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Despite a World Health Organization report ruling out a laboratory leak to have caused the outbreak, scientists believe not enough evidence has been provided on the origins of the coronavirus.
Further clarity about the origins of the novel coronavirus is necessary and possible to reach, a group of scientists said in a letter published Thursday.
A joint investigation by the World Health Organization and China had concluded that SARS-CoV-2 was likely transmitted from bats to humans via a third animal.
The signatories urged further investigation into the origin of COVID-19, adding that the WHO probe had not made a "balanced consideration" of the laboratory-leak theory.
"We must take hypotheses about both natural and laboratory spillovers seriously until we have sufficient data,"read the letter in the journal Science. Unlike other articles in the journal, letters to Science are not necessarily peer-reviewed.
"Knowing how COVID-19 emerged is critical for informing global strategies to mitigate the risk of future outbreaks," the letter's authors wrote.
"The investigation should be transparent, objective, data-driven, inclusive of broad expertise, subject to independent oversight, and responsibly managed to minimize the impact of conflicts of interest," the 18 scientists said.
Holden Thorp, the editor-in-chief of Science, called on China to allow for further investigation as he highlighted the rise of anti-Asian racism.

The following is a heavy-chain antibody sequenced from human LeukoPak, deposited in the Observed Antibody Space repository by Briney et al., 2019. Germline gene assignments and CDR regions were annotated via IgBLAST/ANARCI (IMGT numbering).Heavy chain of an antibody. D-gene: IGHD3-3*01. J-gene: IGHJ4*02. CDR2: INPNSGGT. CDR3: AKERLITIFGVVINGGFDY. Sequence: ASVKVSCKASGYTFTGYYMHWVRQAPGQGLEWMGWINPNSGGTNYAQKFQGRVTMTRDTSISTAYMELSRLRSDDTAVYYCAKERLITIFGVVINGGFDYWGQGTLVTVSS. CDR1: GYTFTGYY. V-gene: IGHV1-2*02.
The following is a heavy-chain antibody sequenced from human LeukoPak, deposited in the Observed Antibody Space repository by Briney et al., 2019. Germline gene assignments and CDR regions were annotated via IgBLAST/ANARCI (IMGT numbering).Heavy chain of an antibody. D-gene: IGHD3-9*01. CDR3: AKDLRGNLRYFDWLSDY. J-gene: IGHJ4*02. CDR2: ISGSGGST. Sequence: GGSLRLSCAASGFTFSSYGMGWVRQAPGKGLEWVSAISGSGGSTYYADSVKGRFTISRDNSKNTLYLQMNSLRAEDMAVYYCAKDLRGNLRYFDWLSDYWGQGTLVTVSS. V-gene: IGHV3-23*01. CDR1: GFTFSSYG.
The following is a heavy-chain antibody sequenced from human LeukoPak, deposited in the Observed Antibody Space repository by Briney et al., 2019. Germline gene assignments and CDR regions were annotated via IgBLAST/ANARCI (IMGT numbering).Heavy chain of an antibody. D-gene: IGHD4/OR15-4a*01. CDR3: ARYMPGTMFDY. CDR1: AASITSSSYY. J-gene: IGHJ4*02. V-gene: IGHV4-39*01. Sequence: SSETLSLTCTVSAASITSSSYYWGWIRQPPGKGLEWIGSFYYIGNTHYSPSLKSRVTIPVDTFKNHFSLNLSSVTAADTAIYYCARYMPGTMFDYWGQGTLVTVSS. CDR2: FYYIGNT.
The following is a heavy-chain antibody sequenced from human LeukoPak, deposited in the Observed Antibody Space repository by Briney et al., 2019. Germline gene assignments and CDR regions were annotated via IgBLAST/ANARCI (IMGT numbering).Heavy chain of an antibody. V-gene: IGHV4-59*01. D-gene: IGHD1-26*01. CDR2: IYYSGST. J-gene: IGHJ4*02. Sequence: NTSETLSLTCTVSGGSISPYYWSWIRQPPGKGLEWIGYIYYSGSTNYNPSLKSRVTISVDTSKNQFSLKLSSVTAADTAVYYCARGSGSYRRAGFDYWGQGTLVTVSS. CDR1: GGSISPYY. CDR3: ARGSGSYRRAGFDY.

"Demanding transparency from China — while acknowledging the important role of Chinese researchers in tackling the virus — is a nuanced and important task given the discouraging rise of anti-Asian sentiment over the past 18 months," Thorp wrote.
The authors of the letter include Ravindra Gupta, a clinical microbiologist at the University of Cambridge, David Relman, professor of microbiology at Stanford and Jesse Bloom, who studies the evolution of viruses at the Fred Hutchinson Cancer Research Center.
A WHO-led international expert mission carried out the investigation from January to February 2021 in Wuhan, China, where COVID-19 was first detected.
The report listed several potential outbreak scenarios, with the virus being transmitted to humans through another animal as the most likely. No animal was specified as the middle link.
The report also said "no firm conclusion" was made about the role of a Wuhan seafood market in the origin of the outbreak. The first COVID-19 clusters in Wuhan have been traced to the market.
The Wuhan Institute of Virology has been the focus of conspiracy theories that claim the virus somehow leaked from the lab and spread throughout the city.
The WHO team inspected the institute and said there was no record of any virus resembling SARS-CoV-2 in any laboratory before December 2019.
Since the pandemic began, China has come under criticism for allegedly trying to conceal the origins of the outbreak.